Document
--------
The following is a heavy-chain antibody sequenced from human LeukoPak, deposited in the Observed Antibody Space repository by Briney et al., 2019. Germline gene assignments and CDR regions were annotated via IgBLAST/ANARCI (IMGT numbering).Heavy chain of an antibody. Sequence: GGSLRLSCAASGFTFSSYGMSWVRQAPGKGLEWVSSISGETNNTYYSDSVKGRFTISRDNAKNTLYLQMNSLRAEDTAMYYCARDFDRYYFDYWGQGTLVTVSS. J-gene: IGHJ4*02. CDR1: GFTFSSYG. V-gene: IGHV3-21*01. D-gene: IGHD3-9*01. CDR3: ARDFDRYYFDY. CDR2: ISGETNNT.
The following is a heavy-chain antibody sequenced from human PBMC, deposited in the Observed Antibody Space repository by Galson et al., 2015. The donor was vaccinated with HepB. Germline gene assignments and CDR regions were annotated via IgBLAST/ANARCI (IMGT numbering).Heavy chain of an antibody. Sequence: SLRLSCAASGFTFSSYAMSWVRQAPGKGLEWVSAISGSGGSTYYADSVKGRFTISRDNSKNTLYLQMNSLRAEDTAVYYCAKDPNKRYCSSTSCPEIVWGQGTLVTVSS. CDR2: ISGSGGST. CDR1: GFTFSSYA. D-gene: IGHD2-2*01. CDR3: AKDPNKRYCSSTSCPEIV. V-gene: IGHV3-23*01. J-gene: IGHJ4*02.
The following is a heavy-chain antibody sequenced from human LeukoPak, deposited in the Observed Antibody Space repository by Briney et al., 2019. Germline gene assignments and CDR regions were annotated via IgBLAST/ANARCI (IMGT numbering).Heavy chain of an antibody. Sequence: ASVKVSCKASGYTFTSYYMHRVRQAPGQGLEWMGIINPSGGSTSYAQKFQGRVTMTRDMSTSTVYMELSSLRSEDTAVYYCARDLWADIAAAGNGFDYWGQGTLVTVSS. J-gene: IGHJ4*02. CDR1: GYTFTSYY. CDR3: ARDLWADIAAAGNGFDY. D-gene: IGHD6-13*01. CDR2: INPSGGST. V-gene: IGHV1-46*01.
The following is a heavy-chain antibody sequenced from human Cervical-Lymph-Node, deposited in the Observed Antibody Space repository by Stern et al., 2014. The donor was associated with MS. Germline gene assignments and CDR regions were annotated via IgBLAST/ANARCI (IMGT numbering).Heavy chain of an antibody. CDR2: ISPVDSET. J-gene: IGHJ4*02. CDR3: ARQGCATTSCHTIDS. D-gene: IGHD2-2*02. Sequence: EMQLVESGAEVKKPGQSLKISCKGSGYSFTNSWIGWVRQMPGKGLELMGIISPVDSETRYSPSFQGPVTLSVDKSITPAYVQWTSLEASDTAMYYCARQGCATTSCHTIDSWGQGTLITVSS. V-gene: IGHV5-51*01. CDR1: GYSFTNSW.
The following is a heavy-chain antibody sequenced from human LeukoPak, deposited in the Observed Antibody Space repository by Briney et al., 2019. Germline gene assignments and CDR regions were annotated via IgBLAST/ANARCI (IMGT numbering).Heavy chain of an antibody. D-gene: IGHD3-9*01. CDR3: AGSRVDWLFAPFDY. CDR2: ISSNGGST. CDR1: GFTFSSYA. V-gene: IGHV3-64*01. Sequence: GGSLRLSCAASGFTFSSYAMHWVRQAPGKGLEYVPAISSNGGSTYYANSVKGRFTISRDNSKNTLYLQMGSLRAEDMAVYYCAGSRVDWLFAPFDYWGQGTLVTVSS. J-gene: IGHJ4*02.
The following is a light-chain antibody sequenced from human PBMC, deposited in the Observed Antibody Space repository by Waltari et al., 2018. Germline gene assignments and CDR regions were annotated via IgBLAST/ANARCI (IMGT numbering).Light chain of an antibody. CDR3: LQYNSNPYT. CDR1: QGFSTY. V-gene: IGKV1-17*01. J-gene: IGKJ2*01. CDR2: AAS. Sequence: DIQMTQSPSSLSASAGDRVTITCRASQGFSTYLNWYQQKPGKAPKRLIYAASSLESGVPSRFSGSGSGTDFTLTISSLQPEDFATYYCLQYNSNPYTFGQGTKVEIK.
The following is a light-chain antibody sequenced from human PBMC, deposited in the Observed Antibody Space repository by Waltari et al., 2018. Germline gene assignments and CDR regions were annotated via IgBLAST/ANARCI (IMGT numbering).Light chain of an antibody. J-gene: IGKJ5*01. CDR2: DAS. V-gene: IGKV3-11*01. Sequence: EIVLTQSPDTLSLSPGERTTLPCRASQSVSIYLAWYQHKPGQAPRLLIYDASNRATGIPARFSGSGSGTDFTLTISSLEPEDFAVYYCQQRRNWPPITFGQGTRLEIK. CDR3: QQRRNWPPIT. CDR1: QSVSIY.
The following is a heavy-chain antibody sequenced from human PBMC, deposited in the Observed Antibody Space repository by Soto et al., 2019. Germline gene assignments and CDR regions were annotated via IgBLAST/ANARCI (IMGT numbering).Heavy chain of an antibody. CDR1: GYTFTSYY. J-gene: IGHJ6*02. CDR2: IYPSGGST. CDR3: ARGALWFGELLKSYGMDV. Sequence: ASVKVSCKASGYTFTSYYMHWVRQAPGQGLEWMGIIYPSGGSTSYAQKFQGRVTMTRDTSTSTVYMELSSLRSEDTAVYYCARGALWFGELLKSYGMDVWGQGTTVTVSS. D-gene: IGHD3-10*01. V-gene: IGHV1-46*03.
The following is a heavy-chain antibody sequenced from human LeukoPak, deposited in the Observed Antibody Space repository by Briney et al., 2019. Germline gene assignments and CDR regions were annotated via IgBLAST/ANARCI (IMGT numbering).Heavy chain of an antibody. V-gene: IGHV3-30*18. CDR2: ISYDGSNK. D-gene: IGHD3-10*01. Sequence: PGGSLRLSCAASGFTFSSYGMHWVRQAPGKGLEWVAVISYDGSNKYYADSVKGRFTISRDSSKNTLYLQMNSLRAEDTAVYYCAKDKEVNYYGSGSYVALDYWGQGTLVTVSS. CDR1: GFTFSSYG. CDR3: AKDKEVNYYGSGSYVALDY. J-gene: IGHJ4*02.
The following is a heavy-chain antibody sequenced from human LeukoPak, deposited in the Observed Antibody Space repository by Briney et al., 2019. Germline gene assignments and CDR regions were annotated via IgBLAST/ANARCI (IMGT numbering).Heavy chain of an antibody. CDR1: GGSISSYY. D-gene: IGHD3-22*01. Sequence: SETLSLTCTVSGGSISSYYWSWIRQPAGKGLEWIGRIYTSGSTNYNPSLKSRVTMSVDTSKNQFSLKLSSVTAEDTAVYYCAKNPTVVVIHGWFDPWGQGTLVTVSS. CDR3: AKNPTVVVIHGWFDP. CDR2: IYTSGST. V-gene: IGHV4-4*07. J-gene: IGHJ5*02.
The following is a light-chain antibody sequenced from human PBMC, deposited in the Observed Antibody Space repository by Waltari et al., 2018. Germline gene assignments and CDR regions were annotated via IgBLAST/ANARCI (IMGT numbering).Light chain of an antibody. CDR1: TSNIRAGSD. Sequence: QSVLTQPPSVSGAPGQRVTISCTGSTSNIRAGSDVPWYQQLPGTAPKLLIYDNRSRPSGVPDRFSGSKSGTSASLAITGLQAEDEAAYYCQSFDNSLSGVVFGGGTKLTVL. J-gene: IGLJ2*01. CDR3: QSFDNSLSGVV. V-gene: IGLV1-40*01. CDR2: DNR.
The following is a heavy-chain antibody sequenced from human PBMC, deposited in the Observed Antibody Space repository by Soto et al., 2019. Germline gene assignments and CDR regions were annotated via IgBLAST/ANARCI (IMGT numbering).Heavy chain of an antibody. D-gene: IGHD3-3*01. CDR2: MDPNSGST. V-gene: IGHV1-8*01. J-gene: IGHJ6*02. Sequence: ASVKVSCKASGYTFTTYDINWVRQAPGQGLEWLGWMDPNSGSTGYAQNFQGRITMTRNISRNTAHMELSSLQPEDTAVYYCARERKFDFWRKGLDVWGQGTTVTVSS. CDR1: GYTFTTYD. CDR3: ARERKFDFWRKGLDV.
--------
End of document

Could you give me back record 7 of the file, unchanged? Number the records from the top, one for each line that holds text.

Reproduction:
The following is a light-chain antibody sequenced from human PBMC, deposited in the Observed Antibody Space repository by Waltari et al., 2018. Germline gene assignments and CDR regions were annotated via IgBLAST/ANARCI (IMGT numbering).Light chain of an antibody. J-gene: IGKJ5*01. CDR2: DAS. V-gene: IGKV3-11*01. Sequence: EIVLTQSPDTLSLSPGERTTLPCRASQSVSIYLAWYQHKPGQAPRLLIYDASNRATGIPARFSGSGSGTDFTLTISSLEPEDFAVYYCQQRRNWPPITFGQGTRLEIK. CDR3: QQRRNWPPIT. CDR1: QSVSIY.